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The ghosts of Northern Ireland’s problems are back. What happens?



Adding to the world’s sectarian hotspots, the British territory of Northern Ireland has roared back to the news, its relative calm punctuated by violent uprisings among groups that had made peace 23 years ago.

The causes of the collapse are intertwined with Britain’s exit from the European Union and the stress of the Covid – 19 pandemic. But they have demonstrated the flammable strength of the old feuds between a largely Catholic side that wants the territory to be part of Ireland and a mostly Protestant side that wants to remain part of Britain.

For more than a week, protests have fallen into chaos in the streets of Belfast, the capital and some other parts of Northern Ireland, leaving many police officers wounded. Insurgents as young as 13 have dropped petrol bombs on police and set buses on fire. The Prime Minister of the United Kingdom Boris Johnson and his Irish counterpart, Micheal Martin, have both expressed deep concern.

“Boris Johnson is struggling with a problem that is too close to home for comfort: the worst violence on the streets of Northern Ireland in many years,” said Mujtaba Rahman, CEO of Europe for Eurasia Group, a political risk consultant, in an email to clients. Sir. Rahman said the underlying causes were unlikely to be resolved quickly. “

Here’s a look at Northern Ireland and the problems behind its violent turnaround.

Northern Ireland is an area of ​​5,400 square kilometers with approximately two million people under British sovereignty in the north east of the island of Ireland, bordering the south and west of the Republic of Ireland and the east of the Irish Sea separating it from the rest of the UK.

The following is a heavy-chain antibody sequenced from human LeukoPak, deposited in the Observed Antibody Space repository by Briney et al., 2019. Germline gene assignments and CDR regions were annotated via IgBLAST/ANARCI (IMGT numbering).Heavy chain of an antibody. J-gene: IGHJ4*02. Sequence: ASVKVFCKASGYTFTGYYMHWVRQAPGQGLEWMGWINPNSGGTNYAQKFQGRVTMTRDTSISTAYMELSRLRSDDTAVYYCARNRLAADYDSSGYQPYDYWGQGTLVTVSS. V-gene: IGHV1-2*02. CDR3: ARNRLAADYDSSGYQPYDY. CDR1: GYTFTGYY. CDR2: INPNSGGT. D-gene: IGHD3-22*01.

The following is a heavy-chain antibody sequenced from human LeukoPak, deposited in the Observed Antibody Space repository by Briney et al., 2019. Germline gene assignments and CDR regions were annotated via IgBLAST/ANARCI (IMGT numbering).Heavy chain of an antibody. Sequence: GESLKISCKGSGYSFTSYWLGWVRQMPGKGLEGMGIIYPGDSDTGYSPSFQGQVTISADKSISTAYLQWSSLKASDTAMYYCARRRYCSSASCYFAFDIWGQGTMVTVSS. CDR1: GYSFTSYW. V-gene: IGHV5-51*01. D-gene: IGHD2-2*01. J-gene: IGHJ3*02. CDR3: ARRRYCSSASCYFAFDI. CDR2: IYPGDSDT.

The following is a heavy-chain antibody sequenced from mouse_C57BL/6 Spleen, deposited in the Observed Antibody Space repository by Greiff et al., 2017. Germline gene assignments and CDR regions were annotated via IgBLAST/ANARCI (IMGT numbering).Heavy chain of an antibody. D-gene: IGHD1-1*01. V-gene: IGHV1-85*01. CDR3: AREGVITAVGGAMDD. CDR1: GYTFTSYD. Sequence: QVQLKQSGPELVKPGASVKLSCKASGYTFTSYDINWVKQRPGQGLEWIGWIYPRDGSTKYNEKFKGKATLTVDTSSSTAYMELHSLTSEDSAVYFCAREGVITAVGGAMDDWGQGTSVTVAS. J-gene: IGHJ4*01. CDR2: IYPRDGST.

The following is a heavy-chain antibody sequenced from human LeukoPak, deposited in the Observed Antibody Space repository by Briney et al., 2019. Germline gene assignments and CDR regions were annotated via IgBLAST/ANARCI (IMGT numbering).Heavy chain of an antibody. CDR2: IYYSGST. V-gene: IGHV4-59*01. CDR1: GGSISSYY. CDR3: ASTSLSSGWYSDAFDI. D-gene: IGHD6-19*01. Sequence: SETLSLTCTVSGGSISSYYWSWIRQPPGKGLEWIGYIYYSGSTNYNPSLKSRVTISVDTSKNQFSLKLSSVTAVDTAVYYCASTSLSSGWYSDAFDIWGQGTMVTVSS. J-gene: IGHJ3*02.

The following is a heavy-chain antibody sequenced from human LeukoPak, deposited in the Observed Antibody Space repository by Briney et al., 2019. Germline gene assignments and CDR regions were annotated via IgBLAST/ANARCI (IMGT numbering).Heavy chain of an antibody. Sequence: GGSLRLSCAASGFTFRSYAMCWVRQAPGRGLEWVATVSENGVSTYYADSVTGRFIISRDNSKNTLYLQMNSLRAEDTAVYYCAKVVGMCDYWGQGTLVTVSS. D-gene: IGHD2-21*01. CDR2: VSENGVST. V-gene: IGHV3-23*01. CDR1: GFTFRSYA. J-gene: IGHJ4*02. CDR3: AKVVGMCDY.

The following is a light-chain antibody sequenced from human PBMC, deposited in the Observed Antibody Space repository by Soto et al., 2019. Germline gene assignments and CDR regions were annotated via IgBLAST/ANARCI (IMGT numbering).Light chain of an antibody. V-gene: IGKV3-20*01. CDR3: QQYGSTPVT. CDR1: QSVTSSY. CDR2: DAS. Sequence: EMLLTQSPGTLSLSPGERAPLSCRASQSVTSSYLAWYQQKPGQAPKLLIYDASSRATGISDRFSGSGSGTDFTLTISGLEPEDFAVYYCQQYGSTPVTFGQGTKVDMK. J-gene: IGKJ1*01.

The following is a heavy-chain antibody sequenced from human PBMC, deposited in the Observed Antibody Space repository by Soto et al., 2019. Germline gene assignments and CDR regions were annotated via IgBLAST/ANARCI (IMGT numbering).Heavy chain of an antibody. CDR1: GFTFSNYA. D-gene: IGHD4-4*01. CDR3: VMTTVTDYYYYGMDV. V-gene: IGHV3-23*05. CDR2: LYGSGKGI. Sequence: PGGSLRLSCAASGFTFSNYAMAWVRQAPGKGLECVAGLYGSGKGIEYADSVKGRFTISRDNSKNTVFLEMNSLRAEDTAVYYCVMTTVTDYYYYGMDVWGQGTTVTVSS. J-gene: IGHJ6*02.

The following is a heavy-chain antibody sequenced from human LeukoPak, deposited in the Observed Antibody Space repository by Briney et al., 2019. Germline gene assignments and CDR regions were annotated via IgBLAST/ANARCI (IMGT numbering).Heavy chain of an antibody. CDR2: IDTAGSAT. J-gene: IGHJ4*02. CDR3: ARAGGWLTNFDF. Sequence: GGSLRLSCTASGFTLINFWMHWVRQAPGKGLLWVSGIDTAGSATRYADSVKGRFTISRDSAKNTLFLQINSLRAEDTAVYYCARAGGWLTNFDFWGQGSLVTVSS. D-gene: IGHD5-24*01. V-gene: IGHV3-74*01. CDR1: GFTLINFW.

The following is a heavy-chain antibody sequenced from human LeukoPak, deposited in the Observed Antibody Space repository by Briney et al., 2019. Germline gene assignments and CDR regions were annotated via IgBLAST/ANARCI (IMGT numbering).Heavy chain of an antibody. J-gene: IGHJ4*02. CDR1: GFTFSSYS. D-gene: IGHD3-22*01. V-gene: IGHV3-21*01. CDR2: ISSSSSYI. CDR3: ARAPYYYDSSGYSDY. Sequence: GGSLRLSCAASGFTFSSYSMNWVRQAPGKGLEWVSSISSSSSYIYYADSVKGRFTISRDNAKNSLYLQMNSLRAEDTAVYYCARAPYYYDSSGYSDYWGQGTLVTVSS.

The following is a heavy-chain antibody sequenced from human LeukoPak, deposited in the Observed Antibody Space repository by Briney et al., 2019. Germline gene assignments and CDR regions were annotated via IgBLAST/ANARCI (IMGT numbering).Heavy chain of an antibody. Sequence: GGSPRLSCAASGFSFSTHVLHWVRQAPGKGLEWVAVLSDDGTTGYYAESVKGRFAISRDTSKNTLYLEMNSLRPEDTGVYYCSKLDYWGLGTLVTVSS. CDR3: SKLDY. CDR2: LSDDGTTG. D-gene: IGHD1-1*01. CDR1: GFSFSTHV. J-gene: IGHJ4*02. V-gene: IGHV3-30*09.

Ireland became self-governing almost 100 years ago after centuries of British rule. But the treaty, which established autonomy for most of the island, after years of fierce fighting in the wake of World War I, also included an opt-out of the area with the largest concentration of Protestants, whose leaders strongly opposed the prospect of becoming part of a Catholic majority state. This northern area remained part of Britain with a police force and a local government dominated for decades by Protestants.

The partition of Ireland became the source of one of the most violent and persistent sectarian conflicts of the 20th century, with Catholics and groups opposing British rule, including the Irish Republican Army, against Protestants and pro-British forces, including loyalist militant groups. . Belfast, a one-time shipbuilding epicenter and birthplace of the Titanic, became one of the “four Bs” – joining Beirut, Baghdad and Bosnia in the pantheon of the world’s most dangerous places. About 3,600 people died in decades of strife in Northern Ireland known as the “problems.”